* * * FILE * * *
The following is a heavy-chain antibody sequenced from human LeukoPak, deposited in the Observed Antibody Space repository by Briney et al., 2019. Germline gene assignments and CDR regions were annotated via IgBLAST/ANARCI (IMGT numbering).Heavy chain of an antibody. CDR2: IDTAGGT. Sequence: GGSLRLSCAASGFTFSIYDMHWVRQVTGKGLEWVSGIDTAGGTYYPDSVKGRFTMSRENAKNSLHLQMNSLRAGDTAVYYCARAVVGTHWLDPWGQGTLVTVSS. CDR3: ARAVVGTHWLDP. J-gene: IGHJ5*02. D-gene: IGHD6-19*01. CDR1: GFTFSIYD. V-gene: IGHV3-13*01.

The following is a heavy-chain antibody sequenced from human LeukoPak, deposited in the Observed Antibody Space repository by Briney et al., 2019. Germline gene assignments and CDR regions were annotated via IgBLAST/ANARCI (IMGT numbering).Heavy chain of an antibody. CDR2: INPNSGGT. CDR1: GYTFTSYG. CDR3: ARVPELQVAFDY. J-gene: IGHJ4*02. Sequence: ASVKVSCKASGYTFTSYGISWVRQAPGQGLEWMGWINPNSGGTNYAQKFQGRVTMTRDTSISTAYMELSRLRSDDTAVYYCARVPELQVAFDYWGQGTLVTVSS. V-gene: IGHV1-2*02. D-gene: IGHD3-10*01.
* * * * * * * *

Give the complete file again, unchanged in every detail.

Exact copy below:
The following is a heavy-chain antibody sequenced from human LeukoPak, deposited in the Observed Antibody Space repository by Briney et al., 2019. Germline gene assignments and CDR regions were annotated via IgBLAST/ANARCI (IMGT numbering).Heavy chain of an antibody. CDR2: IDTAGGT. Sequence: GGSLRLSCAASGFTFSIYDMHWVRQVTGKGLEWVSGIDTAGGTYYPDSVKGRFTMSRENAKNSLHLQMNSLRAGDTAVYYCARAVVGTHWLDPWGQGTLVTVSS. CDR3: ARAVVGTHWLDP. J-gene: IGHJ5*02. D-gene: IGHD6-19*01. CDR1: GFTFSIYD. V-gene: IGHV3-13*01.

The following is a heavy-chain antibody sequenced from human LeukoPak, deposited in the Observed Antibody Space repository by Briney et al., 2019. Germline gene assignments and CDR regions were annotated via IgBLAST/ANARCI (IMGT numbering).Heavy chain of an antibody. CDR2: INPNSGGT. CDR1: GYTFTSYG. CDR3: ARVPELQVAFDY. J-gene: IGHJ4*02. Sequence: ASVKVSCKASGYTFTSYGISWVRQAPGQGLEWMGWINPNSGGTNYAQKFQGRVTMTRDTSISTAYMELSRLRSDDTAVYYCARVPELQVAFDYWGQGTLVTVSS. V-gene: IGHV1-2*02. D-gene: IGHD3-10*01.